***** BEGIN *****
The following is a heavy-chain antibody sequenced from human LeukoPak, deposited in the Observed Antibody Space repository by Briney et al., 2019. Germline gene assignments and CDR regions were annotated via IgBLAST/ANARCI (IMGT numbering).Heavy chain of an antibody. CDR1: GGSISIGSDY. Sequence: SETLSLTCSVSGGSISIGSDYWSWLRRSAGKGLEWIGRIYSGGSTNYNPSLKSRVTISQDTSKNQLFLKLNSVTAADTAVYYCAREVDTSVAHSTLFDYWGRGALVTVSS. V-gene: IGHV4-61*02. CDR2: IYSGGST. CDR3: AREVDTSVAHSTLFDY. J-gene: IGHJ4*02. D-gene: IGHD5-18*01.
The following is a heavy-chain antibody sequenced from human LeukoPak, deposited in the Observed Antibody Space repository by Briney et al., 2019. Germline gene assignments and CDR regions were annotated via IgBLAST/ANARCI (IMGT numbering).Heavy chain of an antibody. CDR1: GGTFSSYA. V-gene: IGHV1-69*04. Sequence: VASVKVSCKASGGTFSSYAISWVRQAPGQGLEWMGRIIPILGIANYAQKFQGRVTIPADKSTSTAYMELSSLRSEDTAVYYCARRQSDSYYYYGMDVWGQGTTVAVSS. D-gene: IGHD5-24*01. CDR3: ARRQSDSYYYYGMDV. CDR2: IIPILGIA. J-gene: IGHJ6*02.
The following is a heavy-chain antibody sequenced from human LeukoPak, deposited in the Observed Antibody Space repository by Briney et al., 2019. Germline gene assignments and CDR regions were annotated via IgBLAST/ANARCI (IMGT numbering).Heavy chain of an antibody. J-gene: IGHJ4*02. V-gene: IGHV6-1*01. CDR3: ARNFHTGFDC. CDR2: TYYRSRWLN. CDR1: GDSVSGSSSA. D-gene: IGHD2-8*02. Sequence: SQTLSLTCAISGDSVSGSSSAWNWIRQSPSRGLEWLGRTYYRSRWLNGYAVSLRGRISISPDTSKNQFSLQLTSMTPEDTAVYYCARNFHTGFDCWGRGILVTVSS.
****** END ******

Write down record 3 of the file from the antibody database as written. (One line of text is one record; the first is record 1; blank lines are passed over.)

The following is a heavy-chain antibody sequenced from human LeukoPak, deposited in the Observed Antibody Space repository by Briney et al., 2019. Germline gene assignments and CDR regions were annotated via IgBLAST/ANARCI (IMGT numbering).Heavy chain of an antibody. J-gene: IGHJ4*02. V-gene: IGHV6-1*01. CDR3: ARNFHTGFDC. CDR2: TYYRSRWLN. CDR1: GDSVSGSSSA. D-gene: IGHD2-8*02. Sequence: SQTLSLTCAISGDSVSGSSSAWNWIRQSPSRGLEWLGRTYYRSRWLNGYAVSLRGRISISPDTSKNQFSLQLTSMTPEDTAVYYCARNFHTGFDCWGRGILVTVSS.